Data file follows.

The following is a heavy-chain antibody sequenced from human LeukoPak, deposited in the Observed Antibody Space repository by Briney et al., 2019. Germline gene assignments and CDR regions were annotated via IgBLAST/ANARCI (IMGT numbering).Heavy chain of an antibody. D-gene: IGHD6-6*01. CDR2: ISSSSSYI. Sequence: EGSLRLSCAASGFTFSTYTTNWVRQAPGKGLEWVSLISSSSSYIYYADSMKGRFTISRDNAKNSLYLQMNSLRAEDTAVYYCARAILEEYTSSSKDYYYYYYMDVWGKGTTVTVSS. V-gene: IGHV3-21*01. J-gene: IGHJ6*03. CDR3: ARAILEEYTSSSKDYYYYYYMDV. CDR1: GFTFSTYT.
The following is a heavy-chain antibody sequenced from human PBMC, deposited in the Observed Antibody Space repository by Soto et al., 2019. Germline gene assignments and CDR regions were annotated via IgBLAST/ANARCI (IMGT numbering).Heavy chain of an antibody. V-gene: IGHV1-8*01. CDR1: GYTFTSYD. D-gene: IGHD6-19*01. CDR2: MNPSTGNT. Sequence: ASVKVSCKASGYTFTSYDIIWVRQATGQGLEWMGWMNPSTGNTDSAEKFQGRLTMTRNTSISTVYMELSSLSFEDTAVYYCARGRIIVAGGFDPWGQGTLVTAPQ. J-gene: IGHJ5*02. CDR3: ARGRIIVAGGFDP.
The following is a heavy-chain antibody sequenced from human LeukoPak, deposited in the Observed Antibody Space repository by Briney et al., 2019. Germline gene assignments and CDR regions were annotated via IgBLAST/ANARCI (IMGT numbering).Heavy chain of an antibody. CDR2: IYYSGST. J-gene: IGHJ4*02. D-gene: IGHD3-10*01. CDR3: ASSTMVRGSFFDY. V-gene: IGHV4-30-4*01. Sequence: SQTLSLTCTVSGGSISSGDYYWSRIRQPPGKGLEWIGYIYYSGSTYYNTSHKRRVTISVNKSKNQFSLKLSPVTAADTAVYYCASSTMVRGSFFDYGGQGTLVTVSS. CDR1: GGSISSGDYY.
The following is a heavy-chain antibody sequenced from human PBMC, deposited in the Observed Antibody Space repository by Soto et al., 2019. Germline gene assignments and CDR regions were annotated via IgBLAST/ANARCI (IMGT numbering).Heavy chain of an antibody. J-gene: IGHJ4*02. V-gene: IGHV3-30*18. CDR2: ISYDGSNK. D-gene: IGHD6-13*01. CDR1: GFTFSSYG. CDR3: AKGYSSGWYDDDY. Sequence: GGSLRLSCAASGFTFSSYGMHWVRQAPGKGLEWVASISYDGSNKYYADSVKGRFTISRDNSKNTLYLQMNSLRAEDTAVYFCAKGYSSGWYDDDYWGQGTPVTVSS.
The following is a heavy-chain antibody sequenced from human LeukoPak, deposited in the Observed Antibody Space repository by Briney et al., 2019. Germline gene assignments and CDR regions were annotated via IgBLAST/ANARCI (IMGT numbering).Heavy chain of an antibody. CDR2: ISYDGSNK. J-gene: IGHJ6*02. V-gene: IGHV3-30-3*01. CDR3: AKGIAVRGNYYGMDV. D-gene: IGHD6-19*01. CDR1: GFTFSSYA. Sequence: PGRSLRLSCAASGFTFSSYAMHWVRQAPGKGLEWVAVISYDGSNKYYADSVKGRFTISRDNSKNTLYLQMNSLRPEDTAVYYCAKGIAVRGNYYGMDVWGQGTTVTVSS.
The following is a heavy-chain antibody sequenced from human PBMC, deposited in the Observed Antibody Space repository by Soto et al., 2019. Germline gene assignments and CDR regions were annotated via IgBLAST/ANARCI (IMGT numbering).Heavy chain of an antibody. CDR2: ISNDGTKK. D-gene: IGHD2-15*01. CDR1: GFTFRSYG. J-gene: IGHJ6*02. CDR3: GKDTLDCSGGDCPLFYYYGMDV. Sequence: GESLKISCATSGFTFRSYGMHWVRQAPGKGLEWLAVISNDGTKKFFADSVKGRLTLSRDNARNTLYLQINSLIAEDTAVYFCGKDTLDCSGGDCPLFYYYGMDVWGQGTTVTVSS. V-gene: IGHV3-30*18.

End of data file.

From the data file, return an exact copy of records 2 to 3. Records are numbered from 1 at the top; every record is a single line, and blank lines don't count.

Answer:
The following is a heavy-chain antibody sequenced from human PBMC, deposited in the Observed Antibody Space repository by Soto et al., 2019. Germline gene assignments and CDR regions were annotated via IgBLAST/ANARCI (IMGT numbering).Heavy chain of an antibody. V-gene: IGHV1-8*01. CDR1: GYTFTSYD. D-gene: IGHD6-19*01. CDR2: MNPSTGNT. Sequence: ASVKVSCKASGYTFTSYDIIWVRQATGQGLEWMGWMNPSTGNTDSAEKFQGRLTMTRNTSISTVYMELSSLSFEDTAVYYCARGRIIVAGGFDPWGQGTLVTAPQ. J-gene: IGHJ5*02. CDR3: ARGRIIVAGGFDP.
The following is a heavy-chain antibody sequenced from human LeukoPak, deposited in the Observed Antibody Space repository by Briney et al., 2019. Germline gene assignments and CDR regions were annotated via IgBLAST/ANARCI (IMGT numbering).Heavy chain of an antibody. CDR2: IYYSGST. J-gene: IGHJ4*02. D-gene: IGHD3-10*01. CDR3: ASSTMVRGSFFDY. V-gene: IGHV4-30-4*01. Sequence: SQTLSLTCTVSGGSISSGDYYWSRIRQPPGKGLEWIGYIYYSGSTYYNTSHKRRVTISVNKSKNQFSLKLSPVTAADTAVYYCASSTMVRGSFFDYGGQGTLVTVSS. CDR1: GGSISSGDYY.